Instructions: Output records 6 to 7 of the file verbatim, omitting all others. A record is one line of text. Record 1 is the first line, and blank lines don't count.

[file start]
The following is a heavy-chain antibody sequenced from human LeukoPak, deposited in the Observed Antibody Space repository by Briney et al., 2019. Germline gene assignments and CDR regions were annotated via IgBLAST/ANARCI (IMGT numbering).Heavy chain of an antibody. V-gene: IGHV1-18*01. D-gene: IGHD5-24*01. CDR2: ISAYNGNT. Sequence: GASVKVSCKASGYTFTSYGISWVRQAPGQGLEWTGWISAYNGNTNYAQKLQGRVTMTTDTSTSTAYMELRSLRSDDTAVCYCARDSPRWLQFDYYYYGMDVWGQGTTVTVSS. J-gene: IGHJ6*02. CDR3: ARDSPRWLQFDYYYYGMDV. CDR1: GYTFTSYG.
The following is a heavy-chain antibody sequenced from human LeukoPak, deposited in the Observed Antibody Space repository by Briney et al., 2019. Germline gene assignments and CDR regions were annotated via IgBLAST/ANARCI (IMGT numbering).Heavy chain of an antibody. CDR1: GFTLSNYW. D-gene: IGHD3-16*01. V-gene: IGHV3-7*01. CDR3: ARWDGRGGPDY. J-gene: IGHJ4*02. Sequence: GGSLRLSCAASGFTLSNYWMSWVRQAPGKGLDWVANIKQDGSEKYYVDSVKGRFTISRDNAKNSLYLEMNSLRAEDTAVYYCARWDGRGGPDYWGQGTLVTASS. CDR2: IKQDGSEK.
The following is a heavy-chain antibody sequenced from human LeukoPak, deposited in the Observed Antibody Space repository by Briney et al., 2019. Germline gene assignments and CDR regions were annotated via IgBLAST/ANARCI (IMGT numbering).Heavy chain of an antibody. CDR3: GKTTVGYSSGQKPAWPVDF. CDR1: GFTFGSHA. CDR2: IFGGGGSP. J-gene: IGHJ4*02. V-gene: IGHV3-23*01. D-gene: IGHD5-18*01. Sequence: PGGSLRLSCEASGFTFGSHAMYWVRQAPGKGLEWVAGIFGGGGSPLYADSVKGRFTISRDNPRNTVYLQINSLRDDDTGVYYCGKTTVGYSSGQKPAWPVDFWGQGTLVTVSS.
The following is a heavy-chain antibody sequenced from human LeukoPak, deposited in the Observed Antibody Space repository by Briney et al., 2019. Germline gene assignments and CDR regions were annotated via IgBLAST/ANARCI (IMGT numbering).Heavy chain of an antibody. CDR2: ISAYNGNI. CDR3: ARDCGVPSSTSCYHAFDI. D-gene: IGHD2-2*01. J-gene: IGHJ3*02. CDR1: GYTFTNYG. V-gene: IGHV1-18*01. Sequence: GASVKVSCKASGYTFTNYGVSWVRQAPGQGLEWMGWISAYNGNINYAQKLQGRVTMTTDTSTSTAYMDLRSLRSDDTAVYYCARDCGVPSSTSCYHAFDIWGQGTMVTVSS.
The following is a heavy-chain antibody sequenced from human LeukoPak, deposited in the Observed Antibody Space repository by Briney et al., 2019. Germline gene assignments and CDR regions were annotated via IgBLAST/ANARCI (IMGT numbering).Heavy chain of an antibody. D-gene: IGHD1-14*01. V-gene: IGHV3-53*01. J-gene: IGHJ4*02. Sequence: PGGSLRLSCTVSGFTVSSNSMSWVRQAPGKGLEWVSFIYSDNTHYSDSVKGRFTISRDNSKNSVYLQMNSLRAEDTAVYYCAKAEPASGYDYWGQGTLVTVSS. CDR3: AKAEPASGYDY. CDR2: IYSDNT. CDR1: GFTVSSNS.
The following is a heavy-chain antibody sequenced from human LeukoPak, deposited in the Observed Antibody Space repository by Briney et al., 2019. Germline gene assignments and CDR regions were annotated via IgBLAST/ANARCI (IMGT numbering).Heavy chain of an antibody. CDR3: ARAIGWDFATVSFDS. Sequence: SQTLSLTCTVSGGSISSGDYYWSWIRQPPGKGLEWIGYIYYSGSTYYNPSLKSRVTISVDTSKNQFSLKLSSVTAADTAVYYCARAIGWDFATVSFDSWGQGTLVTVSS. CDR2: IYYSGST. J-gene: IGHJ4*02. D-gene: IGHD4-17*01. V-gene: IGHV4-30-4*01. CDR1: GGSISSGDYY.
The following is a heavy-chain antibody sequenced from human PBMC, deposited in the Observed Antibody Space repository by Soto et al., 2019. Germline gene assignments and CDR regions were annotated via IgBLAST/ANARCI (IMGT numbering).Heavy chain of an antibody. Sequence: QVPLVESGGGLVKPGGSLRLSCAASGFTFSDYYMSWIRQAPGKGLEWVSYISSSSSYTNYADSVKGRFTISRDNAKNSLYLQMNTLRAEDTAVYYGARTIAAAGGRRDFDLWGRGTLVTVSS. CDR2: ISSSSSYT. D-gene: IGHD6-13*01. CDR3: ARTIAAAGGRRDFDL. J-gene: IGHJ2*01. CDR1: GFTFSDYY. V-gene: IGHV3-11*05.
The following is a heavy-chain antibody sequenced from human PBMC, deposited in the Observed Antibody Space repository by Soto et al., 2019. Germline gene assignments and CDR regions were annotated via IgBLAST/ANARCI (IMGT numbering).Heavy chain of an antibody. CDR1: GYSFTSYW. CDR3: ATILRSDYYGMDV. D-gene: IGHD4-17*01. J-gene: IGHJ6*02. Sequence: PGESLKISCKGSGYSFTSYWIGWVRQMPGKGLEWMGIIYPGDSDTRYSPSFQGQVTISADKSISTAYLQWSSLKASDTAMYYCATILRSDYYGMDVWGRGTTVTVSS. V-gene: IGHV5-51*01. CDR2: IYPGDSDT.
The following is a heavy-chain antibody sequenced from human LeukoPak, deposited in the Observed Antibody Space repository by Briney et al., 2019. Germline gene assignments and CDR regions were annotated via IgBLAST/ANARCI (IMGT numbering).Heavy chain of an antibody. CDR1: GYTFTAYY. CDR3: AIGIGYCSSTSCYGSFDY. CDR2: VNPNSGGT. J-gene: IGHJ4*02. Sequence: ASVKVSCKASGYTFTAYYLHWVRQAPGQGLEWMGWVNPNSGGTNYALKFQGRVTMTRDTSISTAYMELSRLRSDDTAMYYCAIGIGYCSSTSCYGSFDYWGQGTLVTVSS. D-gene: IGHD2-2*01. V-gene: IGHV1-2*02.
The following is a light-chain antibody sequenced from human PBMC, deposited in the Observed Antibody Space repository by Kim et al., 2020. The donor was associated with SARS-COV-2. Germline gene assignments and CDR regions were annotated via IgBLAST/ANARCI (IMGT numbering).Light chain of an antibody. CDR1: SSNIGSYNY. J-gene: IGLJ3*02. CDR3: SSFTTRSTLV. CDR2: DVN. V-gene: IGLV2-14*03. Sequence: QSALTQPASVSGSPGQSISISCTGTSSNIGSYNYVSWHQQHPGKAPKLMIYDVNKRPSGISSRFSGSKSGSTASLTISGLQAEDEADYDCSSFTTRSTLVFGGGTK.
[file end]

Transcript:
The following is a heavy-chain antibody sequenced from human LeukoPak, deposited in the Observed Antibody Space repository by Briney et al., 2019. Germline gene assignments and CDR regions were annotated via IgBLAST/ANARCI (IMGT numbering).Heavy chain of an antibody. CDR3: ARAIGWDFATVSFDS. Sequence: SQTLSLTCTVSGGSISSGDYYWSWIRQPPGKGLEWIGYIYYSGSTYYNPSLKSRVTISVDTSKNQFSLKLSSVTAADTAVYYCARAIGWDFATVSFDSWGQGTLVTVSS. CDR2: IYYSGST. J-gene: IGHJ4*02. D-gene: IGHD4-17*01. V-gene: IGHV4-30-4*01. CDR1: GGSISSGDYY.
The following is a heavy-chain antibody sequenced from human PBMC, deposited in the Observed Antibody Space repository by Soto et al., 2019. Germline gene assignments and CDR regions were annotated via IgBLAST/ANARCI (IMGT numbering).Heavy chain of an antibody. Sequence: QVPLVESGGGLVKPGGSLRLSCAASGFTFSDYYMSWIRQAPGKGLEWVSYISSSSSYTNYADSVKGRFTISRDNAKNSLYLQMNTLRAEDTAVYYGARTIAAAGGRRDFDLWGRGTLVTVSS. CDR2: ISSSSSYT. D-gene: IGHD6-13*01. CDR3: ARTIAAAGGRRDFDL. J-gene: IGHJ2*01. CDR1: GFTFSDYY. V-gene: IGHV3-11*05.